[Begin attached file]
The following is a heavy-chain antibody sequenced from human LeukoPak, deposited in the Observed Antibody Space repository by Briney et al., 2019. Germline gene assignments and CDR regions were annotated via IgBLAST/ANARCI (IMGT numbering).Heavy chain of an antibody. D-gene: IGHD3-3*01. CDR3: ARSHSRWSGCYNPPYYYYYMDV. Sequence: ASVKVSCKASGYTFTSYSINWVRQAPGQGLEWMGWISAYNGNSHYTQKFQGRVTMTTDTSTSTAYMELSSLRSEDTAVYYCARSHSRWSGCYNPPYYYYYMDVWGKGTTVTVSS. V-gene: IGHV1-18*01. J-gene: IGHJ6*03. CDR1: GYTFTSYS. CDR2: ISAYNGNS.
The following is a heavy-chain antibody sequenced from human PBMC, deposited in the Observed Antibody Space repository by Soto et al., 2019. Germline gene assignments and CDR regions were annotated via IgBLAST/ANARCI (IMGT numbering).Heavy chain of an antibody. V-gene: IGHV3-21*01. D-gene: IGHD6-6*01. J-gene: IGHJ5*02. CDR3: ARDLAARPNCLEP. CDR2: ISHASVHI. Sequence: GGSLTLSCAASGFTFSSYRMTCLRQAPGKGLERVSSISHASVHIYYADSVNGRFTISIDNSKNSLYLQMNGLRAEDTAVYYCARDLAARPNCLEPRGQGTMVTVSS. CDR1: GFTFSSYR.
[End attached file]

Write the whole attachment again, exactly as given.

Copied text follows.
The following is a heavy-chain antibody sequenced from human LeukoPak, deposited in the Observed Antibody Space repository by Briney et al., 2019. Germline gene assignments and CDR regions were annotated via IgBLAST/ANARCI (IMGT numbering).Heavy chain of an antibody. D-gene: IGHD3-3*01. CDR3: ARSHSRWSGCYNPPYYYYYMDV. Sequence: ASVKVSCKASGYTFTSYSINWVRQAPGQGLEWMGWISAYNGNSHYTQKFQGRVTMTTDTSTSTAYMELSSLRSEDTAVYYCARSHSRWSGCYNPPYYYYYMDVWGKGTTVTVSS. V-gene: IGHV1-18*01. J-gene: IGHJ6*03. CDR1: GYTFTSYS. CDR2: ISAYNGNS.
The following is a heavy-chain antibody sequenced from human PBMC, deposited in the Observed Antibody Space repository by Soto et al., 2019. Germline gene assignments and CDR regions were annotated via IgBLAST/ANARCI (IMGT numbering).Heavy chain of an antibody. V-gene: IGHV3-21*01. D-gene: IGHD6-6*01. J-gene: IGHJ5*02. CDR3: ARDLAARPNCLEP. CDR2: ISHASVHI. Sequence: GGSLTLSCAASGFTFSSYRMTCLRQAPGKGLERVSSISHASVHIYYADSVNGRFTISIDNSKNSLYLQMNGLRAEDTAVYYCARDLAARPNCLEPRGQGTMVTVSS. CDR1: GFTFSSYR.